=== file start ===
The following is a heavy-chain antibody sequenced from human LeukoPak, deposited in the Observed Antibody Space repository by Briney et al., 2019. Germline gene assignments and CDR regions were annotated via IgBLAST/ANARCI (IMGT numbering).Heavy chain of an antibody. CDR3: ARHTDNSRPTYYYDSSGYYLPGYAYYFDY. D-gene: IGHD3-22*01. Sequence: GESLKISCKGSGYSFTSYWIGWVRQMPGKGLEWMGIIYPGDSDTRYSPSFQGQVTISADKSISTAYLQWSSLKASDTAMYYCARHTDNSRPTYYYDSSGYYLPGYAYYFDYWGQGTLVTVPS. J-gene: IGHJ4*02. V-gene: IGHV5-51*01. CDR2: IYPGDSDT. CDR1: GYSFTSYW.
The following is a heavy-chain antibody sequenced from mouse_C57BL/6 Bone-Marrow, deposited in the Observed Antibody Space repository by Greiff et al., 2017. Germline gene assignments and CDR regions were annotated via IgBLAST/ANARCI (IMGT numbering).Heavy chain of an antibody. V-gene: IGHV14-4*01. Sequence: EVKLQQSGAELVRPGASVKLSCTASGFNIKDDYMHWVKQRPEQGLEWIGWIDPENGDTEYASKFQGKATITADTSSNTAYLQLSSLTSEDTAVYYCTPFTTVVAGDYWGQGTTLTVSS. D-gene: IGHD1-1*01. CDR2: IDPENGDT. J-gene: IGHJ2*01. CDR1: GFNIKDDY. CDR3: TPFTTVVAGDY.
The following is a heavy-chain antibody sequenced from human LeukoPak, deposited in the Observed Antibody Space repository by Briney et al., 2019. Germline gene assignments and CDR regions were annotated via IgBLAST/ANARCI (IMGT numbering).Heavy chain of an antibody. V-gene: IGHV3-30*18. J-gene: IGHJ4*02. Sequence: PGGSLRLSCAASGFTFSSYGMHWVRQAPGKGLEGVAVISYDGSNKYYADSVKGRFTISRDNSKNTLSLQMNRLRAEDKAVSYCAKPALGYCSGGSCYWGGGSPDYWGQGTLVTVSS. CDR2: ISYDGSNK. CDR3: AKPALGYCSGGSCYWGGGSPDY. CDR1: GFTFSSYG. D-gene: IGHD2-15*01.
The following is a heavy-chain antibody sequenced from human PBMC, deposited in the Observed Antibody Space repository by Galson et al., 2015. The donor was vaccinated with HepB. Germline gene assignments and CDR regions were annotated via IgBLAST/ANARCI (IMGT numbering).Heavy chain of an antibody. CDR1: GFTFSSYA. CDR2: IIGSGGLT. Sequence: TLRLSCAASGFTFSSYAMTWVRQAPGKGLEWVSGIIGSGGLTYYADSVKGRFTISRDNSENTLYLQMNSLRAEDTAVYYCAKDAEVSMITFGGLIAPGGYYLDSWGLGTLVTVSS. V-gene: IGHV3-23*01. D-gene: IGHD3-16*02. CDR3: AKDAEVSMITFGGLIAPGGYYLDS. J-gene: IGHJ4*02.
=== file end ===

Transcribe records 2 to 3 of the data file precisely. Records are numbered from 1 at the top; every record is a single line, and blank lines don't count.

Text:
The following is a heavy-chain antibody sequenced from mouse_C57BL/6 Bone-Marrow, deposited in the Observed Antibody Space repository by Greiff et al., 2017. Germline gene assignments and CDR regions were annotated via IgBLAST/ANARCI (IMGT numbering).Heavy chain of an antibody. V-gene: IGHV14-4*01. Sequence: EVKLQQSGAELVRPGASVKLSCTASGFNIKDDYMHWVKQRPEQGLEWIGWIDPENGDTEYASKFQGKATITADTSSNTAYLQLSSLTSEDTAVYYCTPFTTVVAGDYWGQGTTLTVSS. D-gene: IGHD1-1*01. CDR2: IDPENGDT. J-gene: IGHJ2*01. CDR1: GFNIKDDY. CDR3: TPFTTVVAGDY.
The following is a heavy-chain antibody sequenced from human LeukoPak, deposited in the Observed Antibody Space repository by Briney et al., 2019. Germline gene assignments and CDR regions were annotated via IgBLAST/ANARCI (IMGT numbering).Heavy chain of an antibody. V-gene: IGHV3-30*18. J-gene: IGHJ4*02. Sequence: PGGSLRLSCAASGFTFSSYGMHWVRQAPGKGLEGVAVISYDGSNKYYADSVKGRFTISRDNSKNTLSLQMNRLRAEDKAVSYCAKPALGYCSGGSCYWGGGSPDYWGQGTLVTVSS. CDR2: ISYDGSNK. CDR3: AKPALGYCSGGSCYWGGGSPDY. CDR1: GFTFSSYG. D-gene: IGHD2-15*01.